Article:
The video provides a more complete picture about what happened July 6, 2016 and may help explain why the jury decided last Friday to acquit Yanez on one count of second-degree manslaughter and two counts of intentional discharge of firearm that endangers safety.
The moments after Castile's death, recorded and uploaded online by his girlfriend, have been seen by millions. Although the squad-car footage was described repeatedly and was shown to jurors in the courtroom, it had never been made public until Tuesday.
In the video, as emergency medical personnel are working on Castile who is laying on the street, Yanez can be heard off camera recounting the events of the shooting.
The officer tells Castile his tail light is out and that he will need to see license and proof of insurance.
Yanez testified that Castile ignored his commands not to pull out the gun.
The squad-car video shows Yanez approaching Castile's auto and asking for a driver's license and proof of insurance.
As Castile hands Yanez his insurance card, he says, "Sir, I have to tell you that I do have a firearm on me".
As he completes that sentence, Yanez appears to immediately grip his police pistol.
The statement appeared in the transcript of Yanez's questioning by investigators in July past year, in which the officer also failed to disclose that Castile had said out loud that he was "not reaching" for his handgun after being warned not to do so. And I thought he was reaching for the gun. Although it sounds as though Castile agrees to comply with the officer's demands, Yanez pulls his own gun out and shoots into the vehicle several times.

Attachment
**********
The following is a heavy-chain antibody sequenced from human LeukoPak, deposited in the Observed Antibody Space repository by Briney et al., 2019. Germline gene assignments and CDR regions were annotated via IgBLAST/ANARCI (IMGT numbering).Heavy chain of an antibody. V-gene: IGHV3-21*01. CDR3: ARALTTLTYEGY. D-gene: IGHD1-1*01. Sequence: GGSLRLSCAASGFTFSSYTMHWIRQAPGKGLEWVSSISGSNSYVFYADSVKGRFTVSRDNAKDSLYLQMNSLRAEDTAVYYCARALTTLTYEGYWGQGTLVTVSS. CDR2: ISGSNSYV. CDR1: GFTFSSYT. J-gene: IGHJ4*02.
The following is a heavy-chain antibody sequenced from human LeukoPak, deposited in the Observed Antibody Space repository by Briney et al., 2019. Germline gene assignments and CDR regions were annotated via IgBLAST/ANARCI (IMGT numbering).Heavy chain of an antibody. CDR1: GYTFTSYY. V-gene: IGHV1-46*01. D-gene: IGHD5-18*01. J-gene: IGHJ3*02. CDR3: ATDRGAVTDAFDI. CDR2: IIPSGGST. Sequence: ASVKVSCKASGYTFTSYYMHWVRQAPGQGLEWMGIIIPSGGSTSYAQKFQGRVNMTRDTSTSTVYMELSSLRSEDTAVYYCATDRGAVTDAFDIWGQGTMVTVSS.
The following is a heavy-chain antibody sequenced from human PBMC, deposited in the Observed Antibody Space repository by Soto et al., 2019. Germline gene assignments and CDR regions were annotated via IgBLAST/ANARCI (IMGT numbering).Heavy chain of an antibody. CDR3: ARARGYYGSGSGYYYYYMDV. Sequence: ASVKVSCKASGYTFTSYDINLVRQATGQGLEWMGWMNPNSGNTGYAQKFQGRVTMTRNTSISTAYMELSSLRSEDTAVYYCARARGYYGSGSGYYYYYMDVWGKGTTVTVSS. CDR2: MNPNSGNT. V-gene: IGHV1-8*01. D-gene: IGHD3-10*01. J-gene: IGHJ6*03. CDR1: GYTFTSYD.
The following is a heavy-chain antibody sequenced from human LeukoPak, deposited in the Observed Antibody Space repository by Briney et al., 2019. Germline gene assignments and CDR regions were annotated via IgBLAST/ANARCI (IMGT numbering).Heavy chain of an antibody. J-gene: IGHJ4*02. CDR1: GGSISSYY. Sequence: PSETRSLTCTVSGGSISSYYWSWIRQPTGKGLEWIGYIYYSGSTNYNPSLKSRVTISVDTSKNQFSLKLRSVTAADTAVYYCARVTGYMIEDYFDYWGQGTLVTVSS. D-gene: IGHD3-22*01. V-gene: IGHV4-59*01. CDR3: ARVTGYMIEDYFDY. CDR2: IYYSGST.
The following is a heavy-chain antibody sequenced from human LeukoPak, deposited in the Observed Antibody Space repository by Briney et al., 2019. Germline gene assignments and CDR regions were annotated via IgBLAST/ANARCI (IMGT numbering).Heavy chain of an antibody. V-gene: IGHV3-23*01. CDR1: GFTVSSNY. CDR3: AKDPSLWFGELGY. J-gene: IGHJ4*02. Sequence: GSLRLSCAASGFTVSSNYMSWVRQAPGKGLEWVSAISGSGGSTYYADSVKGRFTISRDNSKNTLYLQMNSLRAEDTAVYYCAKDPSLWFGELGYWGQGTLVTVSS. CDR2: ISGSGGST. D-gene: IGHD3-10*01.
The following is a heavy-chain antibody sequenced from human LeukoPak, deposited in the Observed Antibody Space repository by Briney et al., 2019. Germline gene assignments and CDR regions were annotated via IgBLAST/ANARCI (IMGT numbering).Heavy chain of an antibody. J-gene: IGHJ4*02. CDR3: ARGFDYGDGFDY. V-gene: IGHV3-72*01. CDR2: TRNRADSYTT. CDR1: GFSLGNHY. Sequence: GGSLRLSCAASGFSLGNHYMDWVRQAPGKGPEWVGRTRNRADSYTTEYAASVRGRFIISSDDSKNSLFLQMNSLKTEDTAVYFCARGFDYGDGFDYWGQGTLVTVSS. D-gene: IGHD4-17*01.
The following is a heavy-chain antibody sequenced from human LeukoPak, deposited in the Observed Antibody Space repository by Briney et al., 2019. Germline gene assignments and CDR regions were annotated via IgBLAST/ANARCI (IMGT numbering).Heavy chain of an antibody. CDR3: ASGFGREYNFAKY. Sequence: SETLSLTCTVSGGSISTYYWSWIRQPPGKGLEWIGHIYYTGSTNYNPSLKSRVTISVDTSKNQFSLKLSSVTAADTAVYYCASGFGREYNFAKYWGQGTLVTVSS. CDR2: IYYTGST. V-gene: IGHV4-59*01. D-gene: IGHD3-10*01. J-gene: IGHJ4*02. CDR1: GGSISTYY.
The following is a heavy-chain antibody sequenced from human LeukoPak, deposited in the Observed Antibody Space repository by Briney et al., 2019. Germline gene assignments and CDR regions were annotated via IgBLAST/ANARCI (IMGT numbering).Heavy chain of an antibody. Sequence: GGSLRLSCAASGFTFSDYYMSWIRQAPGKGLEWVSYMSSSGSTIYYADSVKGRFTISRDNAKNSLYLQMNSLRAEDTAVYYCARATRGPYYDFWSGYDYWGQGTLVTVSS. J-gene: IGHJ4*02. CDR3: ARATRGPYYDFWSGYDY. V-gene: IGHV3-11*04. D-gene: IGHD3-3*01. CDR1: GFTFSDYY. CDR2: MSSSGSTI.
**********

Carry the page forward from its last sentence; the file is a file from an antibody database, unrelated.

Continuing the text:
Officers like Yanez, who is leaving his department under a "voluntary separation agreement", pose a clear and present danger to law-abiding gun owners.
After the shooting, Yanez can be heard screaming, "Don't move!" and "I told him not to reach for it!"
"Don't pull it out!" Yanez slowly walks away, and another officer says: "You all right?" However, in Yanez's one-hour interview with the BCA, recorded the day after the shooting, Yanez is less explicit.
Yanez: And I don't know where the gun was, he didn't tell me where the (expletive) gun was. "He didn't tell me where the [expletive deleted] gun was". Kauser said he was surprised when Yanez started shooting. "I thought I was going to die". Because if you think about it, the bar is always moving.
"The driver looks more like one of our suspects, just 'cause of the wide-set nose", Yanez said.
Meanwhile Officer Joseph Kauser can be seen on the other side of the auto. The Facebook video was shared widely, and included Reynolds' statements that Castile hadn't been reaching for his gun.
The jury heard two weeks of testimony and deliberated four-and-a-half days before finding Yanez not guilty.
The city of St. Anthony announced Friday Yanez was being dismissed from its police force, despite the acquittal.
But, no. As Noah pointed out, the NRA has been "completely silent" on the Castile verdict, despite his case being, "according to their rhetoric, everything they stand against: an officer of the state depriving a citizen of his life because he was legally carrying a firearm".